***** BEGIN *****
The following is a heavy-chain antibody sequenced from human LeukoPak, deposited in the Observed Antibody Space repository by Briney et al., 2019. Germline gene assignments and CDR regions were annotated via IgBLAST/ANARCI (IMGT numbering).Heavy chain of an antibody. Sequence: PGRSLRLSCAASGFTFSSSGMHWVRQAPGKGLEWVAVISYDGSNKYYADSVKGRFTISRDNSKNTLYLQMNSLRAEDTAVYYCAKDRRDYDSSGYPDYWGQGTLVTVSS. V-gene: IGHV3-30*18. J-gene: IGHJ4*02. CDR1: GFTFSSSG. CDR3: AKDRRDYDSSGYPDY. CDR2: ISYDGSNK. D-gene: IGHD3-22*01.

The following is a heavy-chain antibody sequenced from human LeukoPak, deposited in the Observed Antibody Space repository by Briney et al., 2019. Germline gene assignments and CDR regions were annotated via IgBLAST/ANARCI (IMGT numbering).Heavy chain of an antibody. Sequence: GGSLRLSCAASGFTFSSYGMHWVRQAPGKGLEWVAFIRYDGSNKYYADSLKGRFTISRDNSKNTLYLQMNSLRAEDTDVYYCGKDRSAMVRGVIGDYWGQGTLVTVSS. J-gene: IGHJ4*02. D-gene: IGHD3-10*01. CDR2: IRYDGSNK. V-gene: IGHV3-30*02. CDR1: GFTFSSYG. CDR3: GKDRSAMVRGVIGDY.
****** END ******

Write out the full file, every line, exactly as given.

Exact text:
The following is a heavy-chain antibody sequenced from human LeukoPak, deposited in the Observed Antibody Space repository by Briney et al., 2019. Germline gene assignments and CDR regions were annotated via IgBLAST/ANARCI (IMGT numbering).Heavy chain of an antibody. Sequence: PGRSLRLSCAASGFTFSSSGMHWVRQAPGKGLEWVAVISYDGSNKYYADSVKGRFTISRDNSKNTLYLQMNSLRAEDTAVYYCAKDRRDYDSSGYPDYWGQGTLVTVSS. V-gene: IGHV3-30*18. J-gene: IGHJ4*02. CDR1: GFTFSSSG. CDR3: AKDRRDYDSSGYPDY. CDR2: ISYDGSNK. D-gene: IGHD3-22*01.

The following is a heavy-chain antibody sequenced from human LeukoPak, deposited in the Observed Antibody Space repository by Briney et al., 2019. Germline gene assignments and CDR regions were annotated via IgBLAST/ANARCI (IMGT numbering).Heavy chain of an antibody. Sequence: GGSLRLSCAASGFTFSSYGMHWVRQAPGKGLEWVAFIRYDGSNKYYADSLKGRFTISRDNSKNTLYLQMNSLRAEDTDVYYCGKDRSAMVRGVIGDYWGQGTLVTVSS. J-gene: IGHJ4*02. D-gene: IGHD3-10*01. CDR2: IRYDGSNK. V-gene: IGHV3-30*02. CDR1: GFTFSSYG. CDR3: GKDRSAMVRGVIGDY.